Plans by San Mateo County to renovate Flood Park, a 24-acre expanse nestled in Menlo Park's residential Suburban Park, Lorelei Manor and Flood Triangle neighborhoods, are slowly moving forward.
The proposed changes include creating a soccer and lacrosse field; renovating an existing baseball field; adding multiple play areas to accommodate all abilities; and installing a shaded structure for an outdoor market, an amphitheater, picnic spaces, trails, a pump track (for sports bike riders), a sand volleyball pit, and tennis, bocce and basketball courts.
About a year after residents near the park raised concerns with the county's proposal to add sports fields and other amenities to the park -- which could add noise, increase traffic and require otherwise unnecessary tree removals -- the county has released a revised draft environmental impact report that studied a couple of alternatives to its original plan and evaluated other environmental factors.
In addition, county parks department spokesperson Carla Schoof said, some residents were concerned that the cumulative noise and parking impacts of multiple events happening at the park simultaneously -- such as a sports game and a picnic, for example -- hadn't been thoroughly evaluated.
After hearing public concerns with the proposal, said Sam Herzberg, senior planner with the county parks department, the county decided to tighten up and re-evaluate its environmental reviews, as well as adopt some new analyses required by changes to CEQA, the California Environmental Quality Act, in areas such as energy use, greenhouse gas emissions, and wildfire risks.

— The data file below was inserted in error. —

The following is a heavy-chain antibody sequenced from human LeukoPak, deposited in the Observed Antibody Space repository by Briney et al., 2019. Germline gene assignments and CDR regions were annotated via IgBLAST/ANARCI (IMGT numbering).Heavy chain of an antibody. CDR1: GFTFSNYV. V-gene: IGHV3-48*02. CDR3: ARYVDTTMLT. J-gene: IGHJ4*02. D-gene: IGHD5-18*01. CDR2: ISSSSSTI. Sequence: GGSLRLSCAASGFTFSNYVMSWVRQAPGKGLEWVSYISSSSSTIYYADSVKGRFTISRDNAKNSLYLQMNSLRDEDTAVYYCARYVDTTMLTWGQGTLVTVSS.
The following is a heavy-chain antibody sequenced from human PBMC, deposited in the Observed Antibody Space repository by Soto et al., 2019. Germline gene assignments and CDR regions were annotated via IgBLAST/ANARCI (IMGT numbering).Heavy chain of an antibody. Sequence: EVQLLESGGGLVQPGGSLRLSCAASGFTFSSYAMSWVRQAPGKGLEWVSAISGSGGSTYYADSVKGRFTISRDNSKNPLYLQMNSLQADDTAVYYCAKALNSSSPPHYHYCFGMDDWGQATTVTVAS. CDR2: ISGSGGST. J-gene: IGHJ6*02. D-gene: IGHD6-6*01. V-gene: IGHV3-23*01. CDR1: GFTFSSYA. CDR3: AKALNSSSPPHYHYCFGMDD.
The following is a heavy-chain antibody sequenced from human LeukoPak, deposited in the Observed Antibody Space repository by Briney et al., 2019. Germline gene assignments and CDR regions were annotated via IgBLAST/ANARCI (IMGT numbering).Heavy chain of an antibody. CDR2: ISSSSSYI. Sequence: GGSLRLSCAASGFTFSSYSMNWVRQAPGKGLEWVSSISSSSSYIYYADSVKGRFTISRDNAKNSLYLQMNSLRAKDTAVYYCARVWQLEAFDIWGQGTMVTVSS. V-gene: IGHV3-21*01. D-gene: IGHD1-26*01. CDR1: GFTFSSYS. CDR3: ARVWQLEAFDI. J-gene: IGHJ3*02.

The new analyses looked at the environmental impacts of alternatives to the proposed plans, including prohibiting people from using the proposed athletic fields on weekdays during the peak traffic hours of 4 to 6 p.m., designating the existing baseball field as a multiuse sports field, and eliminating the proposed soccer and lacrosse field.
The findings: While banning use of the sports fields during peak commute hours would ease traffic in some conditions, the traffic would still be unmitigatedly congested. And combining all sports on one field wouldn't achieve the objective of providing much-needed ball fields for the surrounding communities, Herzberg noted.
With the new analyses completed, staff is recommending adoption of the original proposal.
Part of the traffic problem is the natural bottleneck of the Bay Road and Ringwood Avenue intersection. There have been some encroachments into the public right-of-way, he said. To widen the road by installing a northbound left-turn lane at that intersection, for example, could ease the traffic problems significantly, but there are "physical constraints" that "could make implementation of such a measure infeasible," the report states.
At the same time, there's a great community demand for ballfields, Herzberg said. Several local schools, such as Summit and Everest in Redwood City, don't have fields at all, and would be able to use these facilities. There's also demand generated from the communities of North Fair Oaks and East Palo Alto in addition to Menlo Park and Atherton.
The next step for the project will be to complete the environmental review process. There is a 45-day window during which people can comment on the environmental impact review. The deadline is 5 p.m. on Monday, Sept. 23.
People should submit written comments by email to firstname.lastname@example.org or by mail to: Samuel Herzberg, AICP, Senior Planner; County of San Mateo Parks Department; 455 County Center, 4th Floor; Redwood City, CA 94063.
There will also be a public meeting during which people can comment on the revised EIR from 7 to 9 p.m. on Tuesday, Sept. 17, at the Fair Oaks Community Center at 2600 Middlefield Road in Redwood City.
After that, the project will go to the county Board of Supervisors. If it is approved, the county would initiate a design plan for the project, which would come with new rounds of public outreach.